From the Pastor "Brokenness precedes busyness"
Have you ever heard the expression, “Brokenness precedes busyness?” I believe that those who are broken before God can be used by God to change the world. We all see plenty in the world to weep over, but quite often, our tears are slow to come. And so we think, “Prayer is the answer!” I don’t know about you, but I wish I were better at it, and more consistent. I’m afraid I give up on it too quickly, or that once is enough, because I have already said all that needs to be said to God. Why go on and on for an extended period of time and days? After all, God knows my heart. I should only have to simply make my request clear to God once and then let it go. So, my issue is not a problem of belief, but a problem of persistence. Don’t get me wrong, I believe in prayer, and I believe in the power of prayer, but my impatience is in wanting the results right away.
Getting a handle on anything that matters deeply to us starts with prayer. Prayer is not a substitute for action. It is the soil out of which meaningful action grows. Maybe you’re facing something today that confronts you with two temptations. On one hand, you may be tempted to despair and you’ve stopped talking to God about whatever it might be. On the other hand, you’re fear may be driving you to take immediate action, to get busy and get busy now, which may be what God does not want you to do. As someone has said, “Why is it the more lost we are, the faster we run?”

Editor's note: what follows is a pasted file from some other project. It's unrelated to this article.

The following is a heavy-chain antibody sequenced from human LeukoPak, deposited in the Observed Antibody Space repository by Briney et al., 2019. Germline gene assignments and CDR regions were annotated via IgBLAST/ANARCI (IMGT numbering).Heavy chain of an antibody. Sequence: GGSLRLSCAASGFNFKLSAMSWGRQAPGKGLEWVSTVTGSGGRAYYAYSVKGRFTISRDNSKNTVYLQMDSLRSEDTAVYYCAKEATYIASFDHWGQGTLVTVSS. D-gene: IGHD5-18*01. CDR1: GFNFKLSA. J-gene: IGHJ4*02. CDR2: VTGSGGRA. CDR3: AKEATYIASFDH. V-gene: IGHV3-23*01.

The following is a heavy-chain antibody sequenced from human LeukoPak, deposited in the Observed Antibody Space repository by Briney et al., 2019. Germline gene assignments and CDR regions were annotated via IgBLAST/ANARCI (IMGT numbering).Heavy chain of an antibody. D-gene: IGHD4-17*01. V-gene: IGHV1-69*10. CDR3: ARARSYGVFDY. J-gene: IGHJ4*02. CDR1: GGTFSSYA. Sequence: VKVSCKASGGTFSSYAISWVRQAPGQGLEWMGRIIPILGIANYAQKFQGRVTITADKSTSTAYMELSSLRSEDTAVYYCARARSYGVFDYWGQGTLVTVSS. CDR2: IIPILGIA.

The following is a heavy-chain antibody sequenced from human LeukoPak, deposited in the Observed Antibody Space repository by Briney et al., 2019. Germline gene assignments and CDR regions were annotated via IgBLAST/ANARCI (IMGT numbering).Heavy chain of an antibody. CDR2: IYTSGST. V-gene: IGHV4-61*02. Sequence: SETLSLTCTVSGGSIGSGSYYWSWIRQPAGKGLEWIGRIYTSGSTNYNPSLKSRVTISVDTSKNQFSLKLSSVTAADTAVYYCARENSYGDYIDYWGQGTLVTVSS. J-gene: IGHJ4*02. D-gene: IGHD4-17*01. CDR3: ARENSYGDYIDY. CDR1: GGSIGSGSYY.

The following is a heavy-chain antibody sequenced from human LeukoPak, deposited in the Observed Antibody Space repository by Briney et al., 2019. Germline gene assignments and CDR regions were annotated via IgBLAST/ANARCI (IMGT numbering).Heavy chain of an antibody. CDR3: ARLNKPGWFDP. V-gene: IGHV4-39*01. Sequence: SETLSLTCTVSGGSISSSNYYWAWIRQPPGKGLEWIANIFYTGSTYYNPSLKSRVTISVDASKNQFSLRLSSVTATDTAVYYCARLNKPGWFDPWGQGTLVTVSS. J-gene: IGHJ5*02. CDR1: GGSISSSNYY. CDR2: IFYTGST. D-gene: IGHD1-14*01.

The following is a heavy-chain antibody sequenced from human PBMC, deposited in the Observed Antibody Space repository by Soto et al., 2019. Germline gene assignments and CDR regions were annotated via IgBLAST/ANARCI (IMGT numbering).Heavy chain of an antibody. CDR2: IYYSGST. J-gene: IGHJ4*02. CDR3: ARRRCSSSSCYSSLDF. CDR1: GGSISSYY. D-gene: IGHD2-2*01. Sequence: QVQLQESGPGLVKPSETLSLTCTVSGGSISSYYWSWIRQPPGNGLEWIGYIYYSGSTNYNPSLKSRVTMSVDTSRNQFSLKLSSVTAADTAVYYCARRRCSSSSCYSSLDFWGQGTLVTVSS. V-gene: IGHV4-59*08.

Perhaps God is simply inviting you to linger in his presence, to linger and to listen. In his presence you may weep, you may complain, and you may even question God. However, our confidence should be to pray, and keep on praying, because the truth is, God gladly hears it all and is already at work in those things that concern us.
Quote of the Week
“My grand point in preaching is to break the hard heart, and to heal the broken one.” John Newton
John Newton was an English Anglican clergyman who served as a sailor in the Royal Navy for a period, and later as the captain of slave ships. He became ordained as an evangelical Anglican cleric, served Olney, Buckinghamshire for two decades, and also wrote hymns, known for "Amazing Grace" and "Glorious Things of Thee Are Spoken".
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